Wrong move. Clinton knew that he had to at least appear to be moderate, at least after his gun grabbing and Hillarycare flop. He promised to "end wellfare as we know it." The hard left went bananas and threatened him with a reduced voter turnout. Jesse Jackson said, "mend it, don't end it." The law was called the Personal Responsibility and Work Opportunity Act.

4 posted on 08/13/2012 12:56:08 AM PDT by neverdem (Xin loi minh oi)
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To: neverdem
The law was called the Personal Responsibility and Work Opportunity Act

The law is called the Personal Responsibility and Work Opportunity Act.

5 posted on 08/13/2012 3:19:17 AM PDT by Dixie Yooper (Ephesians 6:11)
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To: ynotjjr

I hope your prediction is correct. I’m not nearly as optimistic as you are. There are so many people receiving government money and so much power in the media to disseminate lies and propaganda and so many opportunities for the demonrats to cheat at the ballot box that I think there is a good chance Romney will lose, no matter what he does.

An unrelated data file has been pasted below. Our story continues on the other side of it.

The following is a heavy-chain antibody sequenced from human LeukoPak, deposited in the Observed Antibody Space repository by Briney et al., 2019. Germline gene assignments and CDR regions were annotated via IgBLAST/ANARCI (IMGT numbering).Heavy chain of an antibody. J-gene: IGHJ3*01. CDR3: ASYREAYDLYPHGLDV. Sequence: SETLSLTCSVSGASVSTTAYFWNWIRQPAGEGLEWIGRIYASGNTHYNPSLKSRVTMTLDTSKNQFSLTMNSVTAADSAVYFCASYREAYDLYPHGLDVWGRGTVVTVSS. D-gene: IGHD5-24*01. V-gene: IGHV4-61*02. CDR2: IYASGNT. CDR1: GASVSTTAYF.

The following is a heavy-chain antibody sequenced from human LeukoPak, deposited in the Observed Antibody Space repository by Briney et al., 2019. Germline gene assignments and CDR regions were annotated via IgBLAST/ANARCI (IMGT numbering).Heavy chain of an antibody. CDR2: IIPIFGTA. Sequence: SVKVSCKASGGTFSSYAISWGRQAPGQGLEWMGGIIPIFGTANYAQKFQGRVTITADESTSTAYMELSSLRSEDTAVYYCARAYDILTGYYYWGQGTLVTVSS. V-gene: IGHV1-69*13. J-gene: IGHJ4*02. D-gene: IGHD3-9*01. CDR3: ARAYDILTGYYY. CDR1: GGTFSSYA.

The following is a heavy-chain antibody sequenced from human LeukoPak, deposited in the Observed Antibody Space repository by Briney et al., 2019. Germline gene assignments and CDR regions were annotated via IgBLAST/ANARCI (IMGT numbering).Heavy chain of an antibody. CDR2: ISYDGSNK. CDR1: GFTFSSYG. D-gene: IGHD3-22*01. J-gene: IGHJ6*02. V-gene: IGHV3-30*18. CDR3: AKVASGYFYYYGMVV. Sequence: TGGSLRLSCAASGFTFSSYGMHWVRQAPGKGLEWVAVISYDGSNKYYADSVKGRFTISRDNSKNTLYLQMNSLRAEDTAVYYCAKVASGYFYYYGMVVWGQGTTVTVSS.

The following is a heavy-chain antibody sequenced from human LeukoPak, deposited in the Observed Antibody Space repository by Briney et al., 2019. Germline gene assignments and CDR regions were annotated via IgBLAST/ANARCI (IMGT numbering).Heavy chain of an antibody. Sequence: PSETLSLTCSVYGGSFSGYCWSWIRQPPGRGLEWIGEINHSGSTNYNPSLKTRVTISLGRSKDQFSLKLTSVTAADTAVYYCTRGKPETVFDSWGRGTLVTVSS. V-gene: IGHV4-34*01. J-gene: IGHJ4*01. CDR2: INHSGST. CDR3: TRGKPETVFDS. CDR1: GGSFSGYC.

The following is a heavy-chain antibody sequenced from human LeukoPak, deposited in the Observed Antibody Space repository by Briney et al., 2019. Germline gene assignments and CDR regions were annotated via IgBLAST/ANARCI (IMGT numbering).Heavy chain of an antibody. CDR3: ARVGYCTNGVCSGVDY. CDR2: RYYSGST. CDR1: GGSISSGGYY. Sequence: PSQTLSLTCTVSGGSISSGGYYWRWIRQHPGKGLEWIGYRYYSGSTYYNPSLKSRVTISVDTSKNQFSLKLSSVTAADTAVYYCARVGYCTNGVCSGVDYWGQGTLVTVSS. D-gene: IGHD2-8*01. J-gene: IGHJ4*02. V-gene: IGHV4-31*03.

But I do believe Romney made the right choice, maybe even the best choice, with Paul Ryan. And I do believe that he showed true leadership by making that choice. And I further believe that — despite his past — he even showed true conservatism making that choice.

This is not like McCain picking Palin. McCain picked Palin for show. She was a conservative woman who McCain picked to a) have a woman on his ticket and b) convince the conservatives to vote for him. But from the beginning he planned to muzzle her and only have her symbolically at his side.